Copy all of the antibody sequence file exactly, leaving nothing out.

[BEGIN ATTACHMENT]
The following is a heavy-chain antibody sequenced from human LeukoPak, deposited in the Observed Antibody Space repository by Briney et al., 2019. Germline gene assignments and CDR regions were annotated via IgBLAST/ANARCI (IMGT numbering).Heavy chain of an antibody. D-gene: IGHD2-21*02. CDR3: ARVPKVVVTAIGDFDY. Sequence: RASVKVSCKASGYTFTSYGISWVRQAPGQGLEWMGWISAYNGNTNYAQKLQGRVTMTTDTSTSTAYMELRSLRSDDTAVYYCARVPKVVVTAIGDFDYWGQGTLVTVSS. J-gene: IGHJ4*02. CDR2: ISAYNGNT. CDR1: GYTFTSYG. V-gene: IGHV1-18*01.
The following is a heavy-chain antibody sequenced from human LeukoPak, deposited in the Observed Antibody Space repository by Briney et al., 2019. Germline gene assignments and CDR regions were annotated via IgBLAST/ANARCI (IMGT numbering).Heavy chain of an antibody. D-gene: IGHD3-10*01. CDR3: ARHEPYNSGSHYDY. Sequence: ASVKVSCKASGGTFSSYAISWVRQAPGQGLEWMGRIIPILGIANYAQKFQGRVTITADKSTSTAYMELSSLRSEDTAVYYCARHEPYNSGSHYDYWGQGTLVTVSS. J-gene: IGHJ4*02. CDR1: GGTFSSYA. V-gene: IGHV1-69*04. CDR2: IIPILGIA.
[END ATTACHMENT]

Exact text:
The following is a heavy-chain antibody sequenced from human LeukoPak, deposited in the Observed Antibody Space repository by Briney et al., 2019. Germline gene assignments and CDR regions were annotated via IgBLAST/ANARCI (IMGT numbering).Heavy chain of an antibody. D-gene: IGHD2-21*02. CDR3: ARVPKVVVTAIGDFDY. Sequence: RASVKVSCKASGYTFTSYGISWVRQAPGQGLEWMGWISAYNGNTNYAQKLQGRVTMTTDTSTSTAYMELRSLRSDDTAVYYCARVPKVVVTAIGDFDYWGQGTLVTVSS. J-gene: IGHJ4*02. CDR2: ISAYNGNT. CDR1: GYTFTSYG. V-gene: IGHV1-18*01.
The following is a heavy-chain antibody sequenced from human LeukoPak, deposited in the Observed Antibody Space repository by Briney et al., 2019. Germline gene assignments and CDR regions were annotated via IgBLAST/ANARCI (IMGT numbering).Heavy chain of an antibody. D-gene: IGHD3-10*01. CDR3: ARHEPYNSGSHYDY. Sequence: ASVKVSCKASGGTFSSYAISWVRQAPGQGLEWMGRIIPILGIANYAQKFQGRVTITADKSTSTAYMELSSLRSEDTAVYYCARHEPYNSGSHYDYWGQGTLVTVSS. J-gene: IGHJ4*02. CDR1: GGTFSSYA. V-gene: IGHV1-69*04. CDR2: IIPILGIA.